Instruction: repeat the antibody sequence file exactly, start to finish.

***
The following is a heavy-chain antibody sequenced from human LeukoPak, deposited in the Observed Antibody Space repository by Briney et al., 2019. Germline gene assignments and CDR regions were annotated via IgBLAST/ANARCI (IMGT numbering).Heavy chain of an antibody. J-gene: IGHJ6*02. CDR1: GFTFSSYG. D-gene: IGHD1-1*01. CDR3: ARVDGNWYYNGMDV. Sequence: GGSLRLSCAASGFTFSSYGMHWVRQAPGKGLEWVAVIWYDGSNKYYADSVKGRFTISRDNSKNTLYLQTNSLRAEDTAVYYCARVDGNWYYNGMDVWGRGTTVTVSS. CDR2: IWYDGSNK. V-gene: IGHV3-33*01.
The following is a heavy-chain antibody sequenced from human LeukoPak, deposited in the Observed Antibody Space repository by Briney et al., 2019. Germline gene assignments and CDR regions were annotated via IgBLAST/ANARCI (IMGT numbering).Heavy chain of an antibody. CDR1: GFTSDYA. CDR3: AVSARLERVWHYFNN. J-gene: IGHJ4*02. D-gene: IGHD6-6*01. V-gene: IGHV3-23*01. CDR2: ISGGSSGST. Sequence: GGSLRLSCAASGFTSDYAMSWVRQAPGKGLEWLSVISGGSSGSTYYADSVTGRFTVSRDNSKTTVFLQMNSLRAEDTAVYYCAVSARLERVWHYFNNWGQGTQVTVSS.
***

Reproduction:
The following is a heavy-chain antibody sequenced from human LeukoPak, deposited in the Observed Antibody Space repository by Briney et al., 2019. Germline gene assignments and CDR regions were annotated via IgBLAST/ANARCI (IMGT numbering).Heavy chain of an antibody. J-gene: IGHJ6*02. CDR1: GFTFSSYG. D-gene: IGHD1-1*01. CDR3: ARVDGNWYYNGMDV. Sequence: GGSLRLSCAASGFTFSSYGMHWVRQAPGKGLEWVAVIWYDGSNKYYADSVKGRFTISRDNSKNTLYLQTNSLRAEDTAVYYCARVDGNWYYNGMDVWGRGTTVTVSS. CDR2: IWYDGSNK. V-gene: IGHV3-33*01.
The following is a heavy-chain antibody sequenced from human LeukoPak, deposited in the Observed Antibody Space repository by Briney et al., 2019. Germline gene assignments and CDR regions were annotated via IgBLAST/ANARCI (IMGT numbering).Heavy chain of an antibody. CDR1: GFTSDYA. CDR3: AVSARLERVWHYFNN. J-gene: IGHJ4*02. D-gene: IGHD6-6*01. V-gene: IGHV3-23*01. CDR2: ISGGSSGST. Sequence: GGSLRLSCAASGFTSDYAMSWVRQAPGKGLEWLSVISGGSSGSTYYADSVTGRFTVSRDNSKTTVFLQMNSLRAEDTAVYYCAVSARLERVWHYFNNWGQGTQVTVSS.